Overlooked Films: The Unknown Known

Directed by Errol Morris
History Films, 110 minutes, PG-13
* * * *

If you think Dick Cheney is scary, Rumsfeld is worse!
This review debuts a new blog feature: films I overlooked at the cinema for a variety of reasons: a short run, too busy, tepid word-of-mouth, lost in the shuffle…. As I recall, the Errol Morris film The Unknown Known didn’t stick around very long, though I probably also ducked it because it’s a documentary and I simply don’t find many of them visually distinctive enough to justify increasingly high theater admission prices. But I can say that this one is certainly worthy of adding to your online or rental queue. Its look at the Machiavellian soul of former Defense Secretary Donald Rumsfeld is scarier than a slasher film and oilier than West Texas.

The very title boots us down a slippery slope. Remember when—in the middle of hearings on Monica Lewinsky-- Bill Clinton confounded wordsmiths with his statement, “It depends upon what your definition of is, is?” Clinton is a paragon of clarity compared to Rumsfeld, who defined the “unknown known” as “things you thought you know that you didn’t know.” This tips us off immediately that Rumsfeld is a different breed of cat than the last Secretary of Defense Morris interviewed: Robert McNamara. In Morris’ Oscar-winning The Fog of War (2004), McNamara admitted that Vietnam was a mistake. Don’t hold your breath waiting for a Rumsfeld confessional on Iraq, Abu Ghraib, the body armor conflab, or anything else. What we get is something more frightening—an obviously brilliant man whose arrogance and ideology led him to abuse the English language rather than consider that he might have erred. Think upon that statement. Who among us has not been spectacularly wrong on occasion? Not Rumsfeld—at least not in his mind. His explanation for the reason we found no weapons of mass destruction in Iraq? “An absence of evidence is not evidence of absence.” If such a statement doesn’t chill you, ponder upon Morris’s follow-up query as to whether such a belief was carte blanche to pursue any belief at any time as if evidence was irrelevant. Rumsfeld has a standard response whenever he paints himself into a corner: “You’re chasing the wrong rabbit on this one.”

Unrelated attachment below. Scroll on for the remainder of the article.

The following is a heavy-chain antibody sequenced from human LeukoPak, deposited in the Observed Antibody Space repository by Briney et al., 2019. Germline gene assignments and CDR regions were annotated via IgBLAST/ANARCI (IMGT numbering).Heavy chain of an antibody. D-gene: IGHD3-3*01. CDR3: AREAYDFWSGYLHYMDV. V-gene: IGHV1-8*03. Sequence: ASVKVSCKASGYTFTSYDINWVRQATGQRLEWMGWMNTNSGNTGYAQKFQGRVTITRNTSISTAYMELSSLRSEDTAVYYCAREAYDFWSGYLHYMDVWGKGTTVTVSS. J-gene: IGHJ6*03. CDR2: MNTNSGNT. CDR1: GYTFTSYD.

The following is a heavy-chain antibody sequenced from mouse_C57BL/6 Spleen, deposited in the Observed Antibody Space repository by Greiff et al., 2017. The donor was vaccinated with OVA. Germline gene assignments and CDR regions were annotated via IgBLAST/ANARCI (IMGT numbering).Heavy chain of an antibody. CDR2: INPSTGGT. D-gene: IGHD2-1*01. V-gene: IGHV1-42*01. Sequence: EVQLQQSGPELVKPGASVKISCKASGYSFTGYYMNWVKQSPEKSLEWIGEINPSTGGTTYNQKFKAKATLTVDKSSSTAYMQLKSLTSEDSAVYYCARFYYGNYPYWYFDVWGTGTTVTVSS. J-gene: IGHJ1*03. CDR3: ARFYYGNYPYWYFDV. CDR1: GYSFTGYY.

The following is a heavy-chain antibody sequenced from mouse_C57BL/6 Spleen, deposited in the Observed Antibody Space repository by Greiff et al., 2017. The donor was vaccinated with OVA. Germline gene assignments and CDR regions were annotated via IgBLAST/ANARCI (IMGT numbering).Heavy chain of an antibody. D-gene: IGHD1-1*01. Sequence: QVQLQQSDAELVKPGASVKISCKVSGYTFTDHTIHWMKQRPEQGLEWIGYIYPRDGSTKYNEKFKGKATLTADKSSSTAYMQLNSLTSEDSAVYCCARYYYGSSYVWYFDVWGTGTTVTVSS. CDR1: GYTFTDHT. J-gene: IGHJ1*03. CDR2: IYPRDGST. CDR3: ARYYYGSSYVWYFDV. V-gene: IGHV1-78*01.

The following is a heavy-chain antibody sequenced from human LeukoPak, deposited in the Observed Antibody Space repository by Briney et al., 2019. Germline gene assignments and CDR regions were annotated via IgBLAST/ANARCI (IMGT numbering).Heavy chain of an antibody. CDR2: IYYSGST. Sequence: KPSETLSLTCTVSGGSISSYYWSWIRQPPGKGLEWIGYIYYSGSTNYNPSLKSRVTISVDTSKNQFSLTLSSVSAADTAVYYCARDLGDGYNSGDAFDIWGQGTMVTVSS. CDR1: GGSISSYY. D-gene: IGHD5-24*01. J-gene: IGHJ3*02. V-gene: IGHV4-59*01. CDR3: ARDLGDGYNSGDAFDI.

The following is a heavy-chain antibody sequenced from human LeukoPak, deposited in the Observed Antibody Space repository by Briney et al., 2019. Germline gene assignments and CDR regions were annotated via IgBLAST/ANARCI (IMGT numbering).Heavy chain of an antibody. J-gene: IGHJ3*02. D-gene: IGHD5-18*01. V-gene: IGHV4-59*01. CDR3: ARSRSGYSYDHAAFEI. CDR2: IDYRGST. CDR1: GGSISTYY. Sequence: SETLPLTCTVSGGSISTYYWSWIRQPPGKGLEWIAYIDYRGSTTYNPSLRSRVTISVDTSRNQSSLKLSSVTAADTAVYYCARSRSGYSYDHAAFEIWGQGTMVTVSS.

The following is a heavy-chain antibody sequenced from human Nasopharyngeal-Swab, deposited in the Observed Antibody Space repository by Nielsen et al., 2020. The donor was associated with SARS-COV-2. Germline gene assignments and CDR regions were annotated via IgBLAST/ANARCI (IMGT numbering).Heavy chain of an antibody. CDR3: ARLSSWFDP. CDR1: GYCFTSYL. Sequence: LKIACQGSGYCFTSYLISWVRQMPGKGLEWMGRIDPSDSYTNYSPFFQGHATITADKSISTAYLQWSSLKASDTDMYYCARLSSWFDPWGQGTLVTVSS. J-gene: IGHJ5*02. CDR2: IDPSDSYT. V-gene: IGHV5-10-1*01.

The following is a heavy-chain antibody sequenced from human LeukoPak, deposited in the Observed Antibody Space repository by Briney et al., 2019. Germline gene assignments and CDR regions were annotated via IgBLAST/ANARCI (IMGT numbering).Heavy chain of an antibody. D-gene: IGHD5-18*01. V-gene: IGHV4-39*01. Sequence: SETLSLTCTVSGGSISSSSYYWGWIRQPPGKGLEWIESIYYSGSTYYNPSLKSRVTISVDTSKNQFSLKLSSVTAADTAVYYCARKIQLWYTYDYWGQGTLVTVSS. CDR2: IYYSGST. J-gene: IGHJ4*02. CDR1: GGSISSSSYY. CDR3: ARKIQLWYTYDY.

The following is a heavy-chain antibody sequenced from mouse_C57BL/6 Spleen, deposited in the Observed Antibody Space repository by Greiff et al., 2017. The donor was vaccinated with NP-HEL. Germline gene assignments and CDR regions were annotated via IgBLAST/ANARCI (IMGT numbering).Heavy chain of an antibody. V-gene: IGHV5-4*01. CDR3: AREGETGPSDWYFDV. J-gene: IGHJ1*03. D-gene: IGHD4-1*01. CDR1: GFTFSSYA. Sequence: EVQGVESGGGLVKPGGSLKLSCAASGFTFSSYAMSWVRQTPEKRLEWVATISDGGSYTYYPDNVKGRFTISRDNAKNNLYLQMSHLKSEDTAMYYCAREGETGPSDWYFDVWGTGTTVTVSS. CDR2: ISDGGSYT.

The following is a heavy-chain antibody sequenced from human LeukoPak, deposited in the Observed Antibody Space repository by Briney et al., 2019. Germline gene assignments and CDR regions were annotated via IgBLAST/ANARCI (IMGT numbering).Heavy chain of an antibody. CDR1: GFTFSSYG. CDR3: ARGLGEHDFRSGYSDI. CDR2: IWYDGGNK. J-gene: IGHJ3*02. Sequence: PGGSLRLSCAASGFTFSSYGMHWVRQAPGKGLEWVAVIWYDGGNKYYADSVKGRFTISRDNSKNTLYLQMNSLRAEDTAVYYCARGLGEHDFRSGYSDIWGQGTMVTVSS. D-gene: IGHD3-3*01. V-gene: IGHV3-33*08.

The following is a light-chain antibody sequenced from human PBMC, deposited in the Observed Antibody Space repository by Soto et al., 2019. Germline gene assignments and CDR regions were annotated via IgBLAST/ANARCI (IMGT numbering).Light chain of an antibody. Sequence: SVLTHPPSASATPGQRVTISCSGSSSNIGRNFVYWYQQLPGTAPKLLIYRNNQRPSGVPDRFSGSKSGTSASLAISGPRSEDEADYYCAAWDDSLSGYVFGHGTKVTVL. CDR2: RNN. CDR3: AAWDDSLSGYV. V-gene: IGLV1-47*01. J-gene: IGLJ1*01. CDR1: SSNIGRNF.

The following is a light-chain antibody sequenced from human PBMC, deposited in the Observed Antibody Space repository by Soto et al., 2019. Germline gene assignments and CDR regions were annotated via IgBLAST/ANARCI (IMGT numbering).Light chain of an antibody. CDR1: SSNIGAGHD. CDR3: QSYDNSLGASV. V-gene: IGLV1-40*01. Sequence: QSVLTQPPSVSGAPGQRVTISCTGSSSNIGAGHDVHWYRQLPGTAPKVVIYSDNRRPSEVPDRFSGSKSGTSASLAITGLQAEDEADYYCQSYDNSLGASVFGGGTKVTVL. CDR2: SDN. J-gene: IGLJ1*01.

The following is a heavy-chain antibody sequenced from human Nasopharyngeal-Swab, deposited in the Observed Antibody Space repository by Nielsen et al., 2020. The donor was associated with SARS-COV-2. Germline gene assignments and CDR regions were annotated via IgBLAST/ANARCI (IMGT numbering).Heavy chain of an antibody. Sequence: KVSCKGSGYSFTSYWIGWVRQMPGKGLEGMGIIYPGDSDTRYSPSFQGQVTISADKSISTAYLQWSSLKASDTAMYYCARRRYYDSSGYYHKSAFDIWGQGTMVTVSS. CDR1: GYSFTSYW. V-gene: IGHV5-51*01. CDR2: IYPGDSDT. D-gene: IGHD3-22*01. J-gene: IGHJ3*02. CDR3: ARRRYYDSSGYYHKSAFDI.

In many ways, Rumsfeld was prepped for such obfuscating arrogance. Like many rightwing ideologues, he came to power (U.S. Congress 1963-69) in opposition to the counterculture and social change movements of the Sixties—as befitted a 50s-bred conservative (Eagle Scout, World War II, Princeton, Georgetown Law). His big break came when Nixon appointed him to head the Office of Economic Opportunity and then as ambassador to NATO. Like Nixon, Rumsfeld recorded everything he thought or did. Although Rumsfeld dismisses personal tapings as nothing more than organizing thoughts in progress, the 20,000+ sharply worded memos he sent as George W. Bush’s Secretary of Defense (2001-06) instead suggest an inflated sense of self-importance and, perhaps, a dash of Nixonian paranoia. (Rumsfeld also served as Gerald Ford’s Chief of Staff and then his Secretary of Defense from 1975-77. He also mentored Dick Cheney!)

Part of Errol Morris’ brilliance lies with his ability to stay in the background rather than grandstanding like Michael Moore. He allows us to hear (and often see via cutouts and superimposed script) Rumsfeld’s own words. And what words they are. Rumsfeld is, at turns, erudite and dissembling. He is clearly a highly intelligent individual, but also one so enamored with his own cleverness that he occasionally outwits himself. The film ends with Rumsfeld unable to decipher correctly his own “unknown known” formulation or explain why he agreed to be interviewed—a fitting end for one who was fired in 2006 after he ran out of excuses.

Morris’ documentary is equal parts compelling and chilling. Not since Henry Kissinger have we seen a figure of such intellect guided by such an amoral compass. I can’t promise you will enjoy this film, but I can state that it’s an object lesson in why so many American citizens are cynical about politics. It’s also a testament on how a skilled director can document without preaching. Morris is like a polished prosecutor who allows the accused to convict himself.—Rob Weir

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